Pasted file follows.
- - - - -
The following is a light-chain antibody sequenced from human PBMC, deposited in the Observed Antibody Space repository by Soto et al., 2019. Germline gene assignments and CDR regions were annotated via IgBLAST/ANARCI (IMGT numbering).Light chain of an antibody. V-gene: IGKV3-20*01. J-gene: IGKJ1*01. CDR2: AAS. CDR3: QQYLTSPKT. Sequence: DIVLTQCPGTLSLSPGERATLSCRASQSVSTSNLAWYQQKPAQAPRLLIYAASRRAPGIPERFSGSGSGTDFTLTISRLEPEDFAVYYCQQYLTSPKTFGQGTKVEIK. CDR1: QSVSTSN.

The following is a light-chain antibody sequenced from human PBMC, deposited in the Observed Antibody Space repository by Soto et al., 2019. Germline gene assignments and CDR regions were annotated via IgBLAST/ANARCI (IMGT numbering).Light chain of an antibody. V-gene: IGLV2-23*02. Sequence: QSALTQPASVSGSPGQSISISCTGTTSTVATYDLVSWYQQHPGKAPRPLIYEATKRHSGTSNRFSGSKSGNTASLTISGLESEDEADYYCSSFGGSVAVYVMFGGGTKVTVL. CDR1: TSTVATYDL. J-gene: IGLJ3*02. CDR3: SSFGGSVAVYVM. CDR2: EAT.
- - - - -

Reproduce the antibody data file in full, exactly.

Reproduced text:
The following is a light-chain antibody sequenced from human PBMC, deposited in the Observed Antibody Space repository by Soto et al., 2019. Germline gene assignments and CDR regions were annotated via IgBLAST/ANARCI (IMGT numbering).Light chain of an antibody. V-gene: IGKV3-20*01. J-gene: IGKJ1*01. CDR2: AAS. CDR3: QQYLTSPKT. Sequence: DIVLTQCPGTLSLSPGERATLSCRASQSVSTSNLAWYQQKPAQAPRLLIYAASRRAPGIPERFSGSGSGTDFTLTISRLEPEDFAVYYCQQYLTSPKTFGQGTKVEIK. CDR1: QSVSTSN.

The following is a light-chain antibody sequenced from human PBMC, deposited in the Observed Antibody Space repository by Soto et al., 2019. Germline gene assignments and CDR regions were annotated via IgBLAST/ANARCI (IMGT numbering).Light chain of an antibody. V-gene: IGLV2-23*02. Sequence: QSALTQPASVSGSPGQSISISCTGTTSTVATYDLVSWYQQHPGKAPRPLIYEATKRHSGTSNRFSGSKSGNTASLTISGLESEDEADYYCSSFGGSVAVYVMFGGGTKVTVL. CDR1: TSTVATYDL. J-gene: IGLJ3*02. CDR3: SSFGGSVAVYVM. CDR2: EAT.